• metalmania on

      I always kind of find it interesting that people refer to Fade to Black, Sanitarium, and One as “ballads”. They’re slower tempo, up to a point, but then all kick into faster tempos and heavier riffs. To me, their first true ballad was Nothing Else Matters. People need to calm down about the “ballad” stigma, it’s not like it was something that Poison or Skid Row would do.

    • James K. on

      You’re correct, those songs are not really “ballads”. But back then, that’s just what they were referred to by everyone: the fans, the press and even by Metallica themselves. It was probably because people didn’t really know what to make of Fade To Black when everyone heard it. I can tell you from firsthand experience, after hearing the thrash savagery of Kill ‘Em All, when Ride The Lightning was released and I heard Fade To Black for the first time, it was a little shocking to hear them play so melodic and emotional during the opening and slow parts of that song. And I wasn’t the only one who thought that. So it was called Metallica’s first ballad by everyone and because Welcome Home ( Sanitarium) and One were slower, heavy subject songs also, those also got slapped with the ballad tag. And the tag just stuck, even though it was technically inaccurate.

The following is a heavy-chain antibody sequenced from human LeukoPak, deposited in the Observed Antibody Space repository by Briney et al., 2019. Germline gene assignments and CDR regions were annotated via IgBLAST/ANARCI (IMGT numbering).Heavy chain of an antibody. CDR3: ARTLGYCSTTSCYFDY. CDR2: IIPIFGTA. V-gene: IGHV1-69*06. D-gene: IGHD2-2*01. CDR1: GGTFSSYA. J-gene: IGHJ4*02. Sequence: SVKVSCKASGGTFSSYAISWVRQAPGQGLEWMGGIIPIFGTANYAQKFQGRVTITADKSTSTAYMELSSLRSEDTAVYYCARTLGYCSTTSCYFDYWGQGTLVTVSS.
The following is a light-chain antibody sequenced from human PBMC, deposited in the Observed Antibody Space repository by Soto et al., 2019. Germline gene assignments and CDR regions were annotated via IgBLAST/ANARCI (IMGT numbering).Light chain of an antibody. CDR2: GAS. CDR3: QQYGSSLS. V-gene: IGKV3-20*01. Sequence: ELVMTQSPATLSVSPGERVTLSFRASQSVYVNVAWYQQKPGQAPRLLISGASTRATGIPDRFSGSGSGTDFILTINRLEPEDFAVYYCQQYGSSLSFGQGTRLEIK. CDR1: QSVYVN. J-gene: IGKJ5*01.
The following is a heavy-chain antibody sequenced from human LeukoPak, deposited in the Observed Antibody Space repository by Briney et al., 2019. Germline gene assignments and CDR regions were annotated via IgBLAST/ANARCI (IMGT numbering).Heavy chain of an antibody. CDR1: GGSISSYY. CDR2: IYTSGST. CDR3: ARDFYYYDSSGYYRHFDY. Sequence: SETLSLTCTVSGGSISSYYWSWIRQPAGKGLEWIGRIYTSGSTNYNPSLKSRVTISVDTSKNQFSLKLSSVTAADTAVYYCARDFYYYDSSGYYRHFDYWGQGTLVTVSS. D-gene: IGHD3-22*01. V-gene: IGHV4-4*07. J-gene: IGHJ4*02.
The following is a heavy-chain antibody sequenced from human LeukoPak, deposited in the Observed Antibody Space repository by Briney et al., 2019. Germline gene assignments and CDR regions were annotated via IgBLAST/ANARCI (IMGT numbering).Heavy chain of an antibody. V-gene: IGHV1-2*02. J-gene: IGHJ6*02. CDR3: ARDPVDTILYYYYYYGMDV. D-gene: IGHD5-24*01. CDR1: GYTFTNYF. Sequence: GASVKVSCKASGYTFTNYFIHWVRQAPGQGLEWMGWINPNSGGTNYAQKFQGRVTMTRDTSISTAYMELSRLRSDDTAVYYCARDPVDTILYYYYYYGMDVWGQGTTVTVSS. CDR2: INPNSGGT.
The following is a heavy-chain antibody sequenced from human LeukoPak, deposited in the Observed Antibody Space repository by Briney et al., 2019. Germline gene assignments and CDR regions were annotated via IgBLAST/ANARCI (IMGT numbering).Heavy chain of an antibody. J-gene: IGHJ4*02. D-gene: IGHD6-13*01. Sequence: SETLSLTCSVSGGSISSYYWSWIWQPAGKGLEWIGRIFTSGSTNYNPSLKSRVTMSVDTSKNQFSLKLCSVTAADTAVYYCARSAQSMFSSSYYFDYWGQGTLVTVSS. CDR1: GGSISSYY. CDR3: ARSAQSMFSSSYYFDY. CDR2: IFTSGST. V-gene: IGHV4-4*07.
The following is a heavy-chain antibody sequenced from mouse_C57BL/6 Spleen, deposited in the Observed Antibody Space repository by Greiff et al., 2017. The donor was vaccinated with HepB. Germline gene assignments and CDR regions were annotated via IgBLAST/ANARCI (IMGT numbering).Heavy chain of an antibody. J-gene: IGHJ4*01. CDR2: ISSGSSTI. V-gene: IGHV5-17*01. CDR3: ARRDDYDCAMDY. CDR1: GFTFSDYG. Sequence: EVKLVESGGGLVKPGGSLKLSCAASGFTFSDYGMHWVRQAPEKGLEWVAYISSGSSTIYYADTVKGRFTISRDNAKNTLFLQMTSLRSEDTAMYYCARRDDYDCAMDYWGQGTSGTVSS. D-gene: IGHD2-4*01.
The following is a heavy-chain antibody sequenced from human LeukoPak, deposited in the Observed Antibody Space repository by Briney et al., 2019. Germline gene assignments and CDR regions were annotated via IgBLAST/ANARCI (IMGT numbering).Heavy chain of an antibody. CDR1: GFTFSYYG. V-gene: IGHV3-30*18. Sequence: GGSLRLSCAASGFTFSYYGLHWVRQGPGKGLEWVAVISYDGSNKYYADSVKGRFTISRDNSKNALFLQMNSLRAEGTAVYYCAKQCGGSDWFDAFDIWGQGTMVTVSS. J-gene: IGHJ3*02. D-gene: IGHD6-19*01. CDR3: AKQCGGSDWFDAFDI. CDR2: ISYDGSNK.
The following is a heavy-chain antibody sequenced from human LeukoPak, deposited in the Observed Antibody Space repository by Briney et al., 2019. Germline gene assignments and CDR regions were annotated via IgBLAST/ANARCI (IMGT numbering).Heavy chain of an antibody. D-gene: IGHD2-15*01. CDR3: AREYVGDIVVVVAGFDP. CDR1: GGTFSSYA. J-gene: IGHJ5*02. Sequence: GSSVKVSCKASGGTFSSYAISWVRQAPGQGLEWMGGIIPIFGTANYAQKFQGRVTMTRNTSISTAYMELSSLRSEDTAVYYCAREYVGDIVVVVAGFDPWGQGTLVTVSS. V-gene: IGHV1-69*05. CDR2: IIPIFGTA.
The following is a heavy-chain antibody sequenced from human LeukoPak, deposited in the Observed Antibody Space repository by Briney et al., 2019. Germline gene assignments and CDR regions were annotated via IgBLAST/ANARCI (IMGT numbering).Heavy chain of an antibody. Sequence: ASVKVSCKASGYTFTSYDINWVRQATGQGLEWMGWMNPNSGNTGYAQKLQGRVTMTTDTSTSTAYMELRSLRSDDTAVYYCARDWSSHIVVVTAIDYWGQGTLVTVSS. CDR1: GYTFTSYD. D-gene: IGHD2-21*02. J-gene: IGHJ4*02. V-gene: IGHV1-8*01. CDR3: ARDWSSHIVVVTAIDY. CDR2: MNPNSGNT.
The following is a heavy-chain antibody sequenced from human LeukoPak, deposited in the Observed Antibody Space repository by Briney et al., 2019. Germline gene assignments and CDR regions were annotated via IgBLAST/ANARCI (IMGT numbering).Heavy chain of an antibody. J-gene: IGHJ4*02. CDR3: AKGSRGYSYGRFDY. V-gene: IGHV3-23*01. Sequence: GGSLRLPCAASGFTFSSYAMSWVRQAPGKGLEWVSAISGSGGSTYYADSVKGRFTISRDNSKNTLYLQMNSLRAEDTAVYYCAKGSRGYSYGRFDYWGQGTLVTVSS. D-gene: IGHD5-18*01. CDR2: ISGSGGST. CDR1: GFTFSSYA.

Something kind of interesting, at least to me: if you can get hold of a copy of the 1986 Dark Angel album Darkness Descends and listen to the title track, I think you may hear short similarities within the first minute-minute and a half of that song to the machine gun drum pattern and a chord voicing or two of One. I think it’s just coincidence or at least I hope it is.

  • jason on

    Ride the lighting from start to finish great album